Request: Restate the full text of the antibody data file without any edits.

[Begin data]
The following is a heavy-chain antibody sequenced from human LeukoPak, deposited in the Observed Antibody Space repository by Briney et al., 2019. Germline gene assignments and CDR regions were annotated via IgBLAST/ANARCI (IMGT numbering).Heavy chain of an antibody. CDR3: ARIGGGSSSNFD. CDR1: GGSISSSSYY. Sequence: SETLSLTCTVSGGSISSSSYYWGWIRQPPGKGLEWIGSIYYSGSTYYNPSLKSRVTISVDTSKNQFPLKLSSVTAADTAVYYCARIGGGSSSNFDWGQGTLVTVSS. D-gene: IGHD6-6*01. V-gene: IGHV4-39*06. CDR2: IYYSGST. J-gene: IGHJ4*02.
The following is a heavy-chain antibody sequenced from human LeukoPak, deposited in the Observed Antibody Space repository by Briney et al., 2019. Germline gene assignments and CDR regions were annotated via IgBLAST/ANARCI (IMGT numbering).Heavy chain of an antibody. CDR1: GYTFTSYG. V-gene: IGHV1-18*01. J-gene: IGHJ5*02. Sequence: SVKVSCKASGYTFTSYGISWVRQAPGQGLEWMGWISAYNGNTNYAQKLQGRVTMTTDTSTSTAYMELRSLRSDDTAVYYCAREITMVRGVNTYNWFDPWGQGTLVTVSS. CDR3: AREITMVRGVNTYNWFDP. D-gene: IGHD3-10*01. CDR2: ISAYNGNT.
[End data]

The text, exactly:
The following is a heavy-chain antibody sequenced from human LeukoPak, deposited in the Observed Antibody Space repository by Briney et al., 2019. Germline gene assignments and CDR regions were annotated via IgBLAST/ANARCI (IMGT numbering).Heavy chain of an antibody. CDR3: ARIGGGSSSNFD. CDR1: GGSISSSSYY. Sequence: SETLSLTCTVSGGSISSSSYYWGWIRQPPGKGLEWIGSIYYSGSTYYNPSLKSRVTISVDTSKNQFPLKLSSVTAADTAVYYCARIGGGSSSNFDWGQGTLVTVSS. D-gene: IGHD6-6*01. V-gene: IGHV4-39*06. CDR2: IYYSGST. J-gene: IGHJ4*02.
The following is a heavy-chain antibody sequenced from human LeukoPak, deposited in the Observed Antibody Space repository by Briney et al., 2019. Germline gene assignments and CDR regions were annotated via IgBLAST/ANARCI (IMGT numbering).Heavy chain of an antibody. CDR1: GYTFTSYG. V-gene: IGHV1-18*01. J-gene: IGHJ5*02. Sequence: SVKVSCKASGYTFTSYGISWVRQAPGQGLEWMGWISAYNGNTNYAQKLQGRVTMTTDTSTSTAYMELRSLRSDDTAVYYCAREITMVRGVNTYNWFDPWGQGTLVTVSS. CDR3: AREITMVRGVNTYNWFDP. D-gene: IGHD3-10*01. CDR2: ISAYNGNT.